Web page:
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Kern Community College District board of trustees votes to fire professor Matthew Garrett for criticizing proposed racial climate task force

Bakersfield College campus

Bakersfield College in Bakersfield, California.

After a four-year campaign by some faculty and administrators at Bakersfield College to rid the campus of professor Matthew Garrett and his inconvenient views, the Kern Community College District board of trustees — which oversees Bakersfield — officially terminated Garrett late last week. 

The saga began back in 2019 when Bakersfield launched an investigation of Garrett and professor Erin Miller after Garrett criticized the politicized allocation of college funds — naming several individual faculty members — in a September 2019 public lecture about censorship. As detailed by FIRE at the time, the investigation concluded that Garrett and Miller engaged in unprofessional conduct by accusing other faculty of financial impropriety, and in 2021 the two filed a First Amendment retaliation lawsuit against Bakersfield officials based on the incident. Their lawsuit is currently pending in federal district court.

Animosity toward Garrett by some faculty and administrators increased over the past couple years as Garrett and several other faculty members associated with the Renegade Institute for Liberty — a Bakersfield College think tank Garrett founded — joined the faculty diversity committee. Other committee members say that the Renegade faculty have made it difficult for the group to get anything done by stalling campus diversity initiatives. But it was Garrett’s comments regarding a proposed racial climate task force during a diversity committee meeting last fall that led Bakersfield to recommend Garrett’s termination.   

At the October 2022 meeting of the Bakersfield Equal Opportunity and Diversity Advisory Committee, Garrett criticized a proposal by professor Paula Parks to create a racial climate task force he felt might usurp the jurisdiction of the diversity committee. He also contested the student survey data cited as justification for the proposed task force and questioned the survey’s objectivity and the lack of evidence connecting the data presented and the proposed solutions. Several other faculty members in the meeting also challenged the veracity of the survey data. But ultimately, the committee voted to approve the creation of the task force.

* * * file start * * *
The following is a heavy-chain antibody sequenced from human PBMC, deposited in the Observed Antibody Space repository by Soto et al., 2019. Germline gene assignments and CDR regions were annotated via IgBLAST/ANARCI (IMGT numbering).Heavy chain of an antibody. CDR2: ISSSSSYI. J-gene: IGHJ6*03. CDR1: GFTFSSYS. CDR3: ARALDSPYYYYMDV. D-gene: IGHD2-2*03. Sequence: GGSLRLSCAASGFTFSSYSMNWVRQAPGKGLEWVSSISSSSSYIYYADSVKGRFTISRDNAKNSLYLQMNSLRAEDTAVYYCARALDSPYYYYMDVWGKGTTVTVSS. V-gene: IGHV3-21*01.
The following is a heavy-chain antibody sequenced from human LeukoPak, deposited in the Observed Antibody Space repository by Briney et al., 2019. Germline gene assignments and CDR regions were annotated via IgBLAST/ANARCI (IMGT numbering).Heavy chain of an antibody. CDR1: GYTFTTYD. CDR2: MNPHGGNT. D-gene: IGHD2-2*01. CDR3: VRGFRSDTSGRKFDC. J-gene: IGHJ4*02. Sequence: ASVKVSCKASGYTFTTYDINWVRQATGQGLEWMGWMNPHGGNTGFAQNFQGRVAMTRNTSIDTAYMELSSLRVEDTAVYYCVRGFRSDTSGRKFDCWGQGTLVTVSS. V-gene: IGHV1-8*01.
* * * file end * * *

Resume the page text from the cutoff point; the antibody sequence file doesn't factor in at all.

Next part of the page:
On Nov. 15, Parks published an op-ed in Kern Sol News accusing Garrett and other Renegade Institute-affiliated faculty of a “disturbing pattern of actions” that “created negativity and division in the name of free speech.” 

Both the school’s termination of Garrett and its earlier investigation and discipline of Garrett in response to his 2019 speech clearly violate the First Amendment.

According to Parks, these actions include such constitutionally protected activities as filing complaints against her and other individuals at the school, suing Bakersfield officials for First Amendment retaliation, bringing speakers to campus who “deny established facts about slavery and continued discrimination,” and commenting critically on Facebook and local radio shows about the Umoja Community program Parks coordinates.  

Parks said students who accompanied her to the October diversity committee meeting to support her proposed task force were “traumatized by the hostile reception they received . . . from faculty members of the Renegade Institute” and “recognize[d] the sadly familiar feeling of racism.” She called on the community to demand that Bakersfield and KCCD leaders put an end to the “hateful rhetoric and actions” by removing the Renegade Institute from campus.